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10 Tips for When the Global Relocation Honeymoon Phase is Over

10 Tips for When the Global Relocation Honeymoon Phase is Over

The weeks leading up to, during and after a relocation can pass by in a blur – packing, unpacking, organising and preparing your family is often physically, mentally and emotionally draining. Often during this time, you are so busy you don’t give thought to how you are feeling, coping and adapting. At first, it can feel a little like an extended holiday as you spend your days and weekends having amazing new experiences.

And then one day you wake up and these questions start coming into your head:

“What just happened? Where am I? Who am I? And what happens now?”

Suddenly it’s not so exciting or fun. It could be that the little quirks, challenges and cultural differences that seemed so charming when you first arrived now feel like obstacles and annoying barriers to your happiness and fulfilment. Suddenly you feel lonely and isolated, as if you are caught somewhere between your old life and new one. If you are reading this and thinking, “YES! This is how I feel!” I have good news for you – it WILL get easier.

Here are 10 top tips to a successful transition:

1. Know that what you are experiencing is completely normal. What starts as an exciting experience can often lead to a period of time that is uncomfortable. As you acclimate to your new community, opportunities and enjoyment increase. Be gentle and patient with yourself. Understand that the transition is not a linear process. You likely won’t seamlessly flow from one step to the next. It’s more like a roller coaster, with ups and downs and highs and lows.

2. Take great care of you. What are your needs? What are your priorities? What are your goals? Establish a routine and re-engage in your hobbies, interests and family activities to keep the “normality” going. Accept that you can’t replicate your old life, but you can create new traditions, find new activities and explore new career options to build a rewarding life while on assignment.

3. Fully research your new city. Ideally you will have found some information before the move to prepare yourself for key things, such as local customs and language. Here are other things to keep in mind:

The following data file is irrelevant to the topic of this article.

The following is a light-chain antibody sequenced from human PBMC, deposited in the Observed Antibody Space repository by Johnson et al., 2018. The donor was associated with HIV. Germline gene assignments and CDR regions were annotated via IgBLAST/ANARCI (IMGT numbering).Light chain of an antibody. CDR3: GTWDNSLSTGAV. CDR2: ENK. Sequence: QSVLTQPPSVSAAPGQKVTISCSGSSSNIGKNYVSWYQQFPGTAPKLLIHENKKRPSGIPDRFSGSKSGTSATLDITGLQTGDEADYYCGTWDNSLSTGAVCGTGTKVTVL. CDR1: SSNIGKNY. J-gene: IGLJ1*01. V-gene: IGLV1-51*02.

• Where are the schools, shops and entertainment facilities?
  • What’s the annual weather like?
  • What forms of transportation do people use?
  • Are special legal, health or tax documents needed?
  • Are there different expectations at work?
  • Are there facilities and resources for your family’s needs?

4. Communicate carefully with others. Not only are you transitioning to new surroundings, but also others are trying to get to know you. In our place of origin, much of how we act and communicate is through shared meaning; however, in your new location, nuances of behaviour can be very different. Learn to listen deeply to everyone around you to be clear on what is said. Don’t let communication be a barrier. If you are not sure what someone means, ask!

5. Create a strong community around you. Take time to deepen the healthy relationships you currently have and create positive ones in your new community. Don’t be afraid to say, “I need your help”. Many people welcome the opportunity to support others, particularly if they clearly know what it is you need. Having a strong community of positive people can make all the difference in an intercultural transition. Get involved in your new community – through school, work colleagues, local projects, theatre groups, choir, historical societies, church, arts, sports, voluntary work or language classes. Whatever it is, get involved.

6. Avoid negativity. Stay positive with yourself and with those around you. Don’t focus on the problem. Instead, focus on finding the solution. Consider what you CAN do to change your perspective on the situation.

7. Look forward instead of backward. Often when we move, we remember ‘the good times’ of our former location. While it is nice to cherish those memories, be present and move toward your new goals. Don’t spend too much time comparing ‘there’ and ‘here’. Keep looking forward to move forward.

8. Set goals for yourself. Before moving, create goals that are a true reflection of who you are, what is important to you and what you want to get out of the global assignment. Make them clear, realistic and fun. Write them down so that you can revisit them. Work with your IMPACT Group coach and use the Action Plan you developed together to stay on track. As you transition to your new life, break those goals down into achievable tasks.

9. Stay in touch with your IMPACT Group coach. Your coach is here to support you however you need. Tell us if you are having a rubbish day, if you can’t find your motivation or if it all just feels too hard. We understand. And we can help you make sense of it and push forward to the next step.

10. Above all, find opportunity in every event. Look for the silver linings in the dark clouds. In the process, be sure to have some fun. Every new face, new conversation and new activity is an opportunity. Be brave.

Relocation is not just a physical shift in geography, it is mental and emotional as well. And it’s hard! All of IMPACT Group’s global coaches are currently, or have been, expats themselves. That’s why we know there is no “one size fits all” approach to relocation. Whether this is your first relocation or you are a seasoned mover, we are here to help you through the process, to help you reach fulfilment and to help you thrive in your new community/city/country.


Contribution by Lucy Foster.

Lucy is a Global Account Manager & Career/Transition Coach at IMPACT Group. She is keen at listening to and identifying her clients’ needs as they acclimate to living in a new country. She has lived in Russia, the UAE, and the UK.

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